The example set by Mixed Blood Theatre of Minneapolis, whose "Radical Hospitality" program lets patrons see shows for free, is catching on elsewhere.
Citing Mixed Blood, Forum Theatre of Silver Spring, Md., has begun an experiment that will eliminate price as a barrier to theater enjoyment. The company, whose $100,000 budget is a fraction of Mixed Blood's, is reserving roughly half of its 150-seat house as pay-what-you-can seats.
Michael Dove, Forum’s artistic director, told the Washington Post that the goal is to "make theater accessible to everyone, and get past the idea that it’s only for someone in a certain economic bracket.”
That will be a challenge.
Theater ticket prices have been rising steadily in recent years and now top $100 for Broadway tours in the Twin Cities. The Guthrie's top ticket costs $85. Those eye-popping prices eliminate those without means from the audience.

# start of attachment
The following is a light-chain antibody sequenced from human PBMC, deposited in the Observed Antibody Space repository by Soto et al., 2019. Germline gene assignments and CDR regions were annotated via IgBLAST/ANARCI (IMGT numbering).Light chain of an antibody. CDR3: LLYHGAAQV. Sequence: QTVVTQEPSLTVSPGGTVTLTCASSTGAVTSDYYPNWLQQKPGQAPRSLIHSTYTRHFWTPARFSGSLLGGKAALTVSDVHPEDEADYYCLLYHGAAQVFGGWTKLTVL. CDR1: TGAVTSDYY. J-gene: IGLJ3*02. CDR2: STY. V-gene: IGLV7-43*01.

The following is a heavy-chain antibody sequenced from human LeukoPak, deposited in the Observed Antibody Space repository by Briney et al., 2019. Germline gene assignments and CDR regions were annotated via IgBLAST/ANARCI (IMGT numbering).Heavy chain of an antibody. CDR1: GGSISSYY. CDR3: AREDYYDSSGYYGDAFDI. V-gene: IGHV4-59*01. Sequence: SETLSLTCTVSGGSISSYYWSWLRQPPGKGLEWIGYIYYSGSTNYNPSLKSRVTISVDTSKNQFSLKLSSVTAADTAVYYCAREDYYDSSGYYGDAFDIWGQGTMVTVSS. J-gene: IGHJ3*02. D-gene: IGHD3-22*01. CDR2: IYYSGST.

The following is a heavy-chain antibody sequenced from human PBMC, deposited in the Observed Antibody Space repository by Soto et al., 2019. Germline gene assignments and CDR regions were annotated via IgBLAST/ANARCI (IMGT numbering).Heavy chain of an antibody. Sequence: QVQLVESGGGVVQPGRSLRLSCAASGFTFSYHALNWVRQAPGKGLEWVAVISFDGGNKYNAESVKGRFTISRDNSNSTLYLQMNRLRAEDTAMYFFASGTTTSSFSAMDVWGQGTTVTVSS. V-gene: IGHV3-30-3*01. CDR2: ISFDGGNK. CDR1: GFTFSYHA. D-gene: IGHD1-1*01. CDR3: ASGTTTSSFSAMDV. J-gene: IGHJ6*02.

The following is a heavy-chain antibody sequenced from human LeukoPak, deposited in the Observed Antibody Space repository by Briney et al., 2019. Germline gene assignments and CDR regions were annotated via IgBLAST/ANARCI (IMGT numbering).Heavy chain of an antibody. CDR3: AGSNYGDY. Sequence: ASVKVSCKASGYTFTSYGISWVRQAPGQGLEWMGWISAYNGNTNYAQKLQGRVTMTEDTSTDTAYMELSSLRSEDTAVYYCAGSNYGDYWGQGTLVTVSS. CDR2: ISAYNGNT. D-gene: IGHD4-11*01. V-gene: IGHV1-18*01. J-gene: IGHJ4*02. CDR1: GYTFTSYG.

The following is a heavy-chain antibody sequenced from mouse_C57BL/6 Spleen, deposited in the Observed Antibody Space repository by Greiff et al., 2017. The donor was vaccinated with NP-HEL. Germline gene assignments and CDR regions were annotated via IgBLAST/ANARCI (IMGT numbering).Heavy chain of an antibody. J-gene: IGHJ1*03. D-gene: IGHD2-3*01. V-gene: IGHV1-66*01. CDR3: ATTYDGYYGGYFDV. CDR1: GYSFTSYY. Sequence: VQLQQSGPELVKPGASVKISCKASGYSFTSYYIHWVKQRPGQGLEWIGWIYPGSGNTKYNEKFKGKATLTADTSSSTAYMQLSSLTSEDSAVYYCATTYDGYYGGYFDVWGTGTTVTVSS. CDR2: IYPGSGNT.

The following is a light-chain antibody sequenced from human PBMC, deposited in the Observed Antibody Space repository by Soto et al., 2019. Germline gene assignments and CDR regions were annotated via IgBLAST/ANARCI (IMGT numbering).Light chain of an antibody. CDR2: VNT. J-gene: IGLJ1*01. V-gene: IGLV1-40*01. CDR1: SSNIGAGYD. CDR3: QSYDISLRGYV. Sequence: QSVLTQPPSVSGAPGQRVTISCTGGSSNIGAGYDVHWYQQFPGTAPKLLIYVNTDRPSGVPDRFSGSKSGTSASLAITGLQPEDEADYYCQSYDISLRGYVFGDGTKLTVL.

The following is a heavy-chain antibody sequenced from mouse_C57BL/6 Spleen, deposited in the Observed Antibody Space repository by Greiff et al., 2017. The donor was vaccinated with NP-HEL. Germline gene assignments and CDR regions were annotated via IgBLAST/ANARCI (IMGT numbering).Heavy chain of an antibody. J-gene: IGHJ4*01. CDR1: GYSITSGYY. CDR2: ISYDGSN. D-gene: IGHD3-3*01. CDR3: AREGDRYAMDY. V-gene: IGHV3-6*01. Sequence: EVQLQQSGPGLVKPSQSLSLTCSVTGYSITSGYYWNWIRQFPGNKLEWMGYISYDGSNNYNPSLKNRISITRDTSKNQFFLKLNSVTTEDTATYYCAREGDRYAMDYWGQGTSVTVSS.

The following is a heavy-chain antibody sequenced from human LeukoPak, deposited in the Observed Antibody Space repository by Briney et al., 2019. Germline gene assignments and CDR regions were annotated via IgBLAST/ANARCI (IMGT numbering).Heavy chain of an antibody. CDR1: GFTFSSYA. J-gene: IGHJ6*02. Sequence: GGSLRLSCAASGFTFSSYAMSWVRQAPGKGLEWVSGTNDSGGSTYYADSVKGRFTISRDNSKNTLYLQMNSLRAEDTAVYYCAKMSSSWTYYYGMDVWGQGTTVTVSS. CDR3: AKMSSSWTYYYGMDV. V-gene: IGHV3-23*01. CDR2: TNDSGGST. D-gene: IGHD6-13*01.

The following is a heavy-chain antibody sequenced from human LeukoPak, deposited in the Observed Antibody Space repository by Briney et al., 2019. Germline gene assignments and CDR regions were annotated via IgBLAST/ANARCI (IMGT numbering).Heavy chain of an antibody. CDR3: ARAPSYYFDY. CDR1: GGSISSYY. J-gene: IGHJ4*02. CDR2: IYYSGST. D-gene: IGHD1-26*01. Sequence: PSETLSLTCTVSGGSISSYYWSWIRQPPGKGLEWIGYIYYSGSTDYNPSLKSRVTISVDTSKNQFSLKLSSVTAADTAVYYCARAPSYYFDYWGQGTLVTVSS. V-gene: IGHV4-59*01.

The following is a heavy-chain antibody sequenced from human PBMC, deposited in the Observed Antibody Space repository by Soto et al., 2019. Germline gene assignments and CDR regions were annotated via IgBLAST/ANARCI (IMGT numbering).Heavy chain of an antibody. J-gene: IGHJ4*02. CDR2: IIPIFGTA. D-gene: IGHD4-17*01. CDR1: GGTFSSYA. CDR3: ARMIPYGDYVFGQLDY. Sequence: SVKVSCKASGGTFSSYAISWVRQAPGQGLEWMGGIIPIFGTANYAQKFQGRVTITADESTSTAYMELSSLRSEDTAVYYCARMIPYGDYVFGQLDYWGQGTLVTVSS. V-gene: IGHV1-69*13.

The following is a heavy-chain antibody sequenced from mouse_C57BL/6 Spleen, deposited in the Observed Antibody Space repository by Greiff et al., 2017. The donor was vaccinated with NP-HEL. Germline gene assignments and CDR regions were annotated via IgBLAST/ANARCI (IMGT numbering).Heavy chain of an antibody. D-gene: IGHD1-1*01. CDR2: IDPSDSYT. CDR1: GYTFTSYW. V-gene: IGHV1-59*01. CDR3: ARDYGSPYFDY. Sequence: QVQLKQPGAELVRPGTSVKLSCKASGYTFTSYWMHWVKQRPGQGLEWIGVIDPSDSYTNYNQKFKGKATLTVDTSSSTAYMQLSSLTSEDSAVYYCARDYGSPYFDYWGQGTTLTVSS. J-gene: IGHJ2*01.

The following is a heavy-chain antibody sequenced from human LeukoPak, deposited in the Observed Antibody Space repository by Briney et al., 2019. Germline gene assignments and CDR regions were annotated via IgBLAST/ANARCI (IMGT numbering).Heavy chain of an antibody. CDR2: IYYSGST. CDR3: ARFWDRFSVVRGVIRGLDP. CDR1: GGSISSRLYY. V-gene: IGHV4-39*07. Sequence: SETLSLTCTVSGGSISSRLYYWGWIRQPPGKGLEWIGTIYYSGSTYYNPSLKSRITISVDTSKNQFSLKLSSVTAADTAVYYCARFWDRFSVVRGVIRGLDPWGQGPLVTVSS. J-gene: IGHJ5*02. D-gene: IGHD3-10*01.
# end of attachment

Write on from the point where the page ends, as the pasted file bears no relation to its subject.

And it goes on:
At Mixed Blood, which was founde by Jack Reuler (above), Radical Hospitality has resulted in a transformation of its audience, including an infusion of diverse young people.
Mixed Blood's attempt at radical inclusion is the boldest example so far. But the company is not alone.
Pillsbury House Theatre in Minneapolis has pay-what-you-can nights for all its productions. The company also has extended the concept to entire productions, including "Broke-ology" and its own production of "Buzzer" in its space (the show was brought back for a successful run at the Guthrie last year).